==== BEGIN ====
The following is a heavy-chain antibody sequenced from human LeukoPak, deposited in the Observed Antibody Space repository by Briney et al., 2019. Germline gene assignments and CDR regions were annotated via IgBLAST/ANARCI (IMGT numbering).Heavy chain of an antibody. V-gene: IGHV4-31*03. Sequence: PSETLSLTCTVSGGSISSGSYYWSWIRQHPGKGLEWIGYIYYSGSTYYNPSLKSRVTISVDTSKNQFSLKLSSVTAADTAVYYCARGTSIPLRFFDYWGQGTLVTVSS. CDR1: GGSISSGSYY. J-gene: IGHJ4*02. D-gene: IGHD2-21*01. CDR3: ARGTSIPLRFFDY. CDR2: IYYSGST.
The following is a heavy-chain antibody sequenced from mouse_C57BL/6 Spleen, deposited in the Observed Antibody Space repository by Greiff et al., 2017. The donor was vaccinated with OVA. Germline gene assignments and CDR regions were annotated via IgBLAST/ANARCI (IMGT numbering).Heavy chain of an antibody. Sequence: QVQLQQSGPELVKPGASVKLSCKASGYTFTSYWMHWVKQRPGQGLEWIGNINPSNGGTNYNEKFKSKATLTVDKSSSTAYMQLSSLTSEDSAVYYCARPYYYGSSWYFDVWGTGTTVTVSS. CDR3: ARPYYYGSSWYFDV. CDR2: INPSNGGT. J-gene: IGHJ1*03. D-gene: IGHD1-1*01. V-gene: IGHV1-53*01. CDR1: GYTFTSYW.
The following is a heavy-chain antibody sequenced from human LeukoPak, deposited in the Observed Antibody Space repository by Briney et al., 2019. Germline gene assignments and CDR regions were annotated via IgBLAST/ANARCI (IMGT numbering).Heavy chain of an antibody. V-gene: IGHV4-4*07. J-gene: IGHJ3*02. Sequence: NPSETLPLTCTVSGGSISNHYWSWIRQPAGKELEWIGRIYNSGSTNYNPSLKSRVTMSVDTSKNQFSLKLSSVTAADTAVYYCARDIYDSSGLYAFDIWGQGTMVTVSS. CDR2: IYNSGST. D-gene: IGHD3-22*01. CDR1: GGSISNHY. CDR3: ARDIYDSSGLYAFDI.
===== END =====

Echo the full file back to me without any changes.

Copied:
The following is a heavy-chain antibody sequenced from human LeukoPak, deposited in the Observed Antibody Space repository by Briney et al., 2019. Germline gene assignments and CDR regions were annotated via IgBLAST/ANARCI (IMGT numbering).Heavy chain of an antibody. V-gene: IGHV4-31*03. Sequence: PSETLSLTCTVSGGSISSGSYYWSWIRQHPGKGLEWIGYIYYSGSTYYNPSLKSRVTISVDTSKNQFSLKLSSVTAADTAVYYCARGTSIPLRFFDYWGQGTLVTVSS. CDR1: GGSISSGSYY. J-gene: IGHJ4*02. D-gene: IGHD2-21*01. CDR3: ARGTSIPLRFFDY. CDR2: IYYSGST.
The following is a heavy-chain antibody sequenced from mouse_C57BL/6 Spleen, deposited in the Observed Antibody Space repository by Greiff et al., 2017. The donor was vaccinated with OVA. Germline gene assignments and CDR regions were annotated via IgBLAST/ANARCI (IMGT numbering).Heavy chain of an antibody. Sequence: QVQLQQSGPELVKPGASVKLSCKASGYTFTSYWMHWVKQRPGQGLEWIGNINPSNGGTNYNEKFKSKATLTVDKSSSTAYMQLSSLTSEDSAVYYCARPYYYGSSWYFDVWGTGTTVTVSS. CDR3: ARPYYYGSSWYFDV. CDR2: INPSNGGT. J-gene: IGHJ1*03. D-gene: IGHD1-1*01. V-gene: IGHV1-53*01. CDR1: GYTFTSYW.
The following is a heavy-chain antibody sequenced from human LeukoPak, deposited in the Observed Antibody Space repository by Briney et al., 2019. Germline gene assignments and CDR regions were annotated via IgBLAST/ANARCI (IMGT numbering).Heavy chain of an antibody. V-gene: IGHV4-4*07. J-gene: IGHJ3*02. Sequence: NPSETLPLTCTVSGGSISNHYWSWIRQPAGKELEWIGRIYNSGSTNYNPSLKSRVTMSVDTSKNQFSLKLSSVTAADTAVYYCARDIYDSSGLYAFDIWGQGTMVTVSS. CDR2: IYNSGST. D-gene: IGHD3-22*01. CDR1: GGSISNHY. CDR3: ARDIYDSSGLYAFDI.